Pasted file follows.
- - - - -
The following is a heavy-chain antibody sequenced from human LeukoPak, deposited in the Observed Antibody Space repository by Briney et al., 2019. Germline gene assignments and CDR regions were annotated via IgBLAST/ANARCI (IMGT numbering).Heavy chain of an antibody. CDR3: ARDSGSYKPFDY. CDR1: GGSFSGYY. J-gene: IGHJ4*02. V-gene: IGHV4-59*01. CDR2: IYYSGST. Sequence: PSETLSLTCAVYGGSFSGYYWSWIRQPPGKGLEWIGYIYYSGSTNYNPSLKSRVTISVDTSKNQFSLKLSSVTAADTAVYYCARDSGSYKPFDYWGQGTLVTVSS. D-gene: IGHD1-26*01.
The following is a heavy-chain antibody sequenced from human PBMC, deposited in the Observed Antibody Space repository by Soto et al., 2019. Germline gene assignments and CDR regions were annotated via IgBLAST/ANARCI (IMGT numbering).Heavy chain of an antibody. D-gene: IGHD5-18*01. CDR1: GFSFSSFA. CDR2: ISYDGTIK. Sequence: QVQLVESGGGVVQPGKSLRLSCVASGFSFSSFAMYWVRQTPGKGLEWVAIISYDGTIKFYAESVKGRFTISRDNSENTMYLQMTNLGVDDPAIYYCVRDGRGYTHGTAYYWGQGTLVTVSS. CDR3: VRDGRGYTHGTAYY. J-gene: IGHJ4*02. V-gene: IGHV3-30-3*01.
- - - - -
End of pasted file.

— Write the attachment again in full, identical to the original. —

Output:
The following is a heavy-chain antibody sequenced from human LeukoPak, deposited in the Observed Antibody Space repository by Briney et al., 2019. Germline gene assignments and CDR regions were annotated via IgBLAST/ANARCI (IMGT numbering).Heavy chain of an antibody. CDR3: ARDSGSYKPFDY. CDR1: GGSFSGYY. J-gene: IGHJ4*02. V-gene: IGHV4-59*01. CDR2: IYYSGST. Sequence: PSETLSLTCAVYGGSFSGYYWSWIRQPPGKGLEWIGYIYYSGSTNYNPSLKSRVTISVDTSKNQFSLKLSSVTAADTAVYYCARDSGSYKPFDYWGQGTLVTVSS. D-gene: IGHD1-26*01.
The following is a heavy-chain antibody sequenced from human PBMC, deposited in the Observed Antibody Space repository by Soto et al., 2019. Germline gene assignments and CDR regions were annotated via IgBLAST/ANARCI (IMGT numbering).Heavy chain of an antibody. D-gene: IGHD5-18*01. CDR1: GFSFSSFA. CDR2: ISYDGTIK. Sequence: QVQLVESGGGVVQPGKSLRLSCVASGFSFSSFAMYWVRQTPGKGLEWVAIISYDGTIKFYAESVKGRFTISRDNSENTMYLQMTNLGVDDPAIYYCVRDGRGYTHGTAYYWGQGTLVTVSS. CDR3: VRDGRGYTHGTAYY. J-gene: IGHJ4*02. V-gene: IGHV3-30-3*01.